What is Spinal Stenosis?
In medical terms, stenosis literally means "a narrowing or compression". Spinal stenosis refers to the narrowing of the spinal canal and can cause chronic back pain. The most common cause is a wear and tear, or degeneration of the spine. Spinal stenosis usually begins with a bulging disc or herniated disc. This condition is more prevalent in those over the age of 50 and can impact all areas of the spine, or can be limited to a single area, such as the lower back or neck.
Spinal Stenosis Symptoms
This condition can produce mild to severe chronic back pain, muscle weakness and tingling. There are two main types: Lumbar spinal stenosis is caused by the compression or narrowing of the spinal nerve roots in the lower back. Approximately 75% of cases of spinal stenosis occur in the lower back or lumbar spine and it affects the sciatic nerve running along the back of the leg. This can produce symptoms of sciatica, a tingling, weakness or numbness emanating from the lower back into the buttocks and legs which can escalate with increased activity.
The second type of spinal stenosis is in the neck also known as the cervical spine. Cervical spinal stenosis is caused by the compression or narrowing of the spinal cord in the neck and can be very dangerous, producing severe symptoms that may include major body weakness or paralysis. Cases that target the neck region are much more rare (than those in the lower back), but much more serious and would probably require a more aggressive, immediate treatment.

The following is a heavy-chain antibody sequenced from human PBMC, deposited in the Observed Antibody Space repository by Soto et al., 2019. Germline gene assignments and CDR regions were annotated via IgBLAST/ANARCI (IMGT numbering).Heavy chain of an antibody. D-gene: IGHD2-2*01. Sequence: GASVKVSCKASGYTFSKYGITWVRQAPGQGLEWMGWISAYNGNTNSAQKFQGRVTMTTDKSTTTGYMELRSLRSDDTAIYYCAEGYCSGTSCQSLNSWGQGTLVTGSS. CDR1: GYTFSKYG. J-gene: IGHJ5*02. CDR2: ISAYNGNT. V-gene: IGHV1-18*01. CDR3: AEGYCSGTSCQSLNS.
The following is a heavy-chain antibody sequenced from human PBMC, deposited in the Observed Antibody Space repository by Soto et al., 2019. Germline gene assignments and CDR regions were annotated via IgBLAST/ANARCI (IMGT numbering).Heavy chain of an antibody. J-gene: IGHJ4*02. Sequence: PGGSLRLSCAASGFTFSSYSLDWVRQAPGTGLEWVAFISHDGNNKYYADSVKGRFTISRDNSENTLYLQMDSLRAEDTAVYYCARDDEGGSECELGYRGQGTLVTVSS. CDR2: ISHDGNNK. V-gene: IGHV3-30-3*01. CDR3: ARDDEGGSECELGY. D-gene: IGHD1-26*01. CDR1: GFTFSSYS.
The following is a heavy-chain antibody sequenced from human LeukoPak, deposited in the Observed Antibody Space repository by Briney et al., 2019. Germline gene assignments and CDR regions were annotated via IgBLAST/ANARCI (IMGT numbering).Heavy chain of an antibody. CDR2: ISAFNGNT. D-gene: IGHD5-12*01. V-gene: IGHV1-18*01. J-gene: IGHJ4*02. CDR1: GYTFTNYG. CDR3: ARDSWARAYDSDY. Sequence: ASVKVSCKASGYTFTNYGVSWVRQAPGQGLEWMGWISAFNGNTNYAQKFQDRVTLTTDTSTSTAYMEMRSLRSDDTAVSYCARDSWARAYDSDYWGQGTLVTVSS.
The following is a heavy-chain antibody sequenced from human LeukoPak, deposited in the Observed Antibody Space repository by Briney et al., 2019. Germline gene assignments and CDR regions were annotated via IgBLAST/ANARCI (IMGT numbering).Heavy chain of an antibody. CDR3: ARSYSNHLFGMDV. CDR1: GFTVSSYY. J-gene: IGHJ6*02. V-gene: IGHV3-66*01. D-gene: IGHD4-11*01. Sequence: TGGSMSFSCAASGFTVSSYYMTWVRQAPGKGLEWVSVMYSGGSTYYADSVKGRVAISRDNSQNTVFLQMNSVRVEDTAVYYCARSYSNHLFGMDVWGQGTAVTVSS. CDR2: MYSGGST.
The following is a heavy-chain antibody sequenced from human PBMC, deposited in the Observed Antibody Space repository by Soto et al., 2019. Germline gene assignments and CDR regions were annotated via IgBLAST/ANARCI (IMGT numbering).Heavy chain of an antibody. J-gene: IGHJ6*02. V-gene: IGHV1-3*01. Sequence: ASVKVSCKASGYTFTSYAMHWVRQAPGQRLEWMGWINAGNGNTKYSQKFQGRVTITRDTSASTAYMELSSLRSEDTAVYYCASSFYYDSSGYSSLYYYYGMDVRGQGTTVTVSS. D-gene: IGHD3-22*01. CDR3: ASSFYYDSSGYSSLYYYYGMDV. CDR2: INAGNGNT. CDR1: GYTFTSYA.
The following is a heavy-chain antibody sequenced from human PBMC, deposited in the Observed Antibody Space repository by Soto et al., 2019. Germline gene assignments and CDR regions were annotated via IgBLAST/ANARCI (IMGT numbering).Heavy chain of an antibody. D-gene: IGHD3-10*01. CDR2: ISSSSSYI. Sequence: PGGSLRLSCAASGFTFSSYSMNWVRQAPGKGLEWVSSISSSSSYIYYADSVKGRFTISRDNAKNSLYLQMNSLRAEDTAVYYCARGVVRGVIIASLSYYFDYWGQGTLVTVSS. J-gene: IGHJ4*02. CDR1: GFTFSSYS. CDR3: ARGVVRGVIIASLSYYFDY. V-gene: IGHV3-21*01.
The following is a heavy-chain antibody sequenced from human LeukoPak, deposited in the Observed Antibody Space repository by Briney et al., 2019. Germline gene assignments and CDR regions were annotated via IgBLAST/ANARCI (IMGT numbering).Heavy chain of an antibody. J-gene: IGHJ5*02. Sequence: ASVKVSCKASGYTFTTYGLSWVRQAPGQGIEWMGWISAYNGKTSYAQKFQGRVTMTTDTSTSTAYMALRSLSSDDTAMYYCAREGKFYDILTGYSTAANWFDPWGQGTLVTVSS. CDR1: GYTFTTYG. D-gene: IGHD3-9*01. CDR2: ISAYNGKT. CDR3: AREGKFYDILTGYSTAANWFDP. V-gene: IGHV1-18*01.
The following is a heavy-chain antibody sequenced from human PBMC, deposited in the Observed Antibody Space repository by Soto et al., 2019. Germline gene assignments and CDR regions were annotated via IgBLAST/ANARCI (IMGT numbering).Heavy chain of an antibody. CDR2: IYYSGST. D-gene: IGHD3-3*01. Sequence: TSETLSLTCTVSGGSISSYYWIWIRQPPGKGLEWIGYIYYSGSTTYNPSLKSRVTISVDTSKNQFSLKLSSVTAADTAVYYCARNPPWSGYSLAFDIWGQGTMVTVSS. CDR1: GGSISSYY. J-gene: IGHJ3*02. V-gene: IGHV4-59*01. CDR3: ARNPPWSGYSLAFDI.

How is Spinal Stenosis Diagnosed?
It usually begins with spinal disc changes such as a bulge or herniation. Gradually the spinal facet joint becomes inflamed and the ligaments in the spinal canal and nerve holes become overgrown forming bone spurs on the vertebrae and facets. These new growths compress the spinal cord and nerves causing chronic back pain. If a patient begins experiencing chronic back pain, it's very important to seek medical treatment from a comprehensive spine center as many of the causes of spinal stenosis will worsen over time. The more damage that has occurred, the harder it becomes to treat. As the condition progresses, there is a lower chance of successfully treating the pain with non-surgical treatments or therapies.
Spinal Stenosis Treatment Options
At Spine Centers of America we operate, literally, with a “patient first” mentality. Depending on the severity, your physician might initially recommend a non-surgical, conservative treatment approach or a minimally invasive laser spine procedure, if necessary.
Treatment options may include physical therapy, exercise, medication, chiropractic adjustments, or acupuncture and should be attempted for 6 weeks. Many times chronic back pain will be reduced using these methods if done correctly with the assistance of a doctor or physical therapist.
If conservative treatments fail to reduce a patient's pain, then minimally invasive spine procedures like an endoscopic foraminotomy or endoscopic discectomy may be required. Our board certified spinal surgeons perform these minimally invasive spine procedures to remove the unwanted debris that may be present in the spine, thus reducing the pressure or compression on the spinal cord or nerves. These procedures have a low incidence of complications. However, because it involves the spine, it is strongly recommended that a board certified spinal surgeon performs the procedure. Every physician at our comprehensive spine center is a board certified spinal surgeon.If you need more information about this condition, feel free to visit our spine educational videos page or contact us to speak to a spine specialist.
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